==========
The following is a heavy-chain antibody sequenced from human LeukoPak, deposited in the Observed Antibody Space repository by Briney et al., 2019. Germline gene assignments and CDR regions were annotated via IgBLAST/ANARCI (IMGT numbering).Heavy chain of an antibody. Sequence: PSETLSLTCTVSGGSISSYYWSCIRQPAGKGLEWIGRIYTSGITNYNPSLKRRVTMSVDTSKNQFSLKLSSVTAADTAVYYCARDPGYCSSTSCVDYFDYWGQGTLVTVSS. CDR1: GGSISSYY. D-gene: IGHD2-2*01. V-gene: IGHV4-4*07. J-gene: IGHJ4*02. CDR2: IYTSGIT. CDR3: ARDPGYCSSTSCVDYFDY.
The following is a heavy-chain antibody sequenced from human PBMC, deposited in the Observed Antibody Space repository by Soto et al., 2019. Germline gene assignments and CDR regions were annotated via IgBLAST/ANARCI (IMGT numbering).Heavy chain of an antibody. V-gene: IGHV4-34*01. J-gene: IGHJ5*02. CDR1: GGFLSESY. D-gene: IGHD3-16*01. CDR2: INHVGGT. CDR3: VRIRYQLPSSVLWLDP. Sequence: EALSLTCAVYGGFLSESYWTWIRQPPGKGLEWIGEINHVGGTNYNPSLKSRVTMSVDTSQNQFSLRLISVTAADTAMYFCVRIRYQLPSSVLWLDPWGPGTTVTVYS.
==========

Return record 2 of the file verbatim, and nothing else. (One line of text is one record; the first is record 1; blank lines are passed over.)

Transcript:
The following is a heavy-chain antibody sequenced from human PBMC, deposited in the Observed Antibody Space repository by Soto et al., 2019. Germline gene assignments and CDR regions were annotated via IgBLAST/ANARCI (IMGT numbering).Heavy chain of an antibody. V-gene: IGHV4-34*01. J-gene: IGHJ5*02. CDR1: GGFLSESY. D-gene: IGHD3-16*01. CDR2: INHVGGT. CDR3: VRIRYQLPSSVLWLDP. Sequence: EALSLTCAVYGGFLSESYWTWIRQPPGKGLEWIGEINHVGGTNYNPSLKSRVTMSVDTSQNQFSLRLISVTAADTAMYFCVRIRYQLPSSVLWLDPWGPGTTVTVYS.